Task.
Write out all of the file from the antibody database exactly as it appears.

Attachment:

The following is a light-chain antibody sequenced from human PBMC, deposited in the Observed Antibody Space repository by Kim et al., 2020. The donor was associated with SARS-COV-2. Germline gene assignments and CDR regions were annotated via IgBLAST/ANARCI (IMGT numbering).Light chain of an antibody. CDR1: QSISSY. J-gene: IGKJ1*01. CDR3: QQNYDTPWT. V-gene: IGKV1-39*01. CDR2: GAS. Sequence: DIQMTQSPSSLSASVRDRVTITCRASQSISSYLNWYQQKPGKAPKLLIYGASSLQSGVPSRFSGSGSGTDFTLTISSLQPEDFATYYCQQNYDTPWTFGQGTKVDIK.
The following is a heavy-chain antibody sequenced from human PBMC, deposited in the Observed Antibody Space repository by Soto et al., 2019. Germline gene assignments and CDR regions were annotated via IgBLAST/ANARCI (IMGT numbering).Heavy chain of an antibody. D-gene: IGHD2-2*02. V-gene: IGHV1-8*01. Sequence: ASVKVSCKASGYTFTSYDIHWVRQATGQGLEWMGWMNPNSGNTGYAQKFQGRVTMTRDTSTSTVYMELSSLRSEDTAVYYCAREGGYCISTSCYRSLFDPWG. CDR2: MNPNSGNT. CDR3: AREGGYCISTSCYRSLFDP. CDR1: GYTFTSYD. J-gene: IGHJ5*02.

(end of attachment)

The following is a light-chain antibody sequenced from human PBMC, deposited in the Observed Antibody Space repository by Kim et al., 2020. The donor was associated with SARS-COV-2. Germline gene assignments and CDR regions were annotated via IgBLAST/ANARCI (IMGT numbering).Light chain of an antibody. CDR1: QSISSY. J-gene: IGKJ1*01. CDR3: QQNYDTPWT. V-gene: IGKV1-39*01. CDR2: GAS. Sequence: DIQMTQSPSSLSASVRDRVTITCRASQSISSYLNWYQQKPGKAPKLLIYGASSLQSGVPSRFSGSGSGTDFTLTISSLQPEDFATYYCQQNYDTPWTFGQGTKVDIK.
The following is a heavy-chain antibody sequenced from human PBMC, deposited in the Observed Antibody Space repository by Soto et al., 2019. Germline gene assignments and CDR regions were annotated via IgBLAST/ANARCI (IMGT numbering).Heavy chain of an antibody. D-gene: IGHD2-2*02. V-gene: IGHV1-8*01. Sequence: ASVKVSCKASGYTFTSYDIHWVRQATGQGLEWMGWMNPNSGNTGYAQKFQGRVTMTRDTSTSTVYMELSSLRSEDTAVYYCAREGGYCISTSCYRSLFDPWG. CDR2: MNPNSGNT. CDR3: AREGGYCISTSCYRSLFDP. CDR1: GYTFTSYD. J-gene: IGHJ5*02.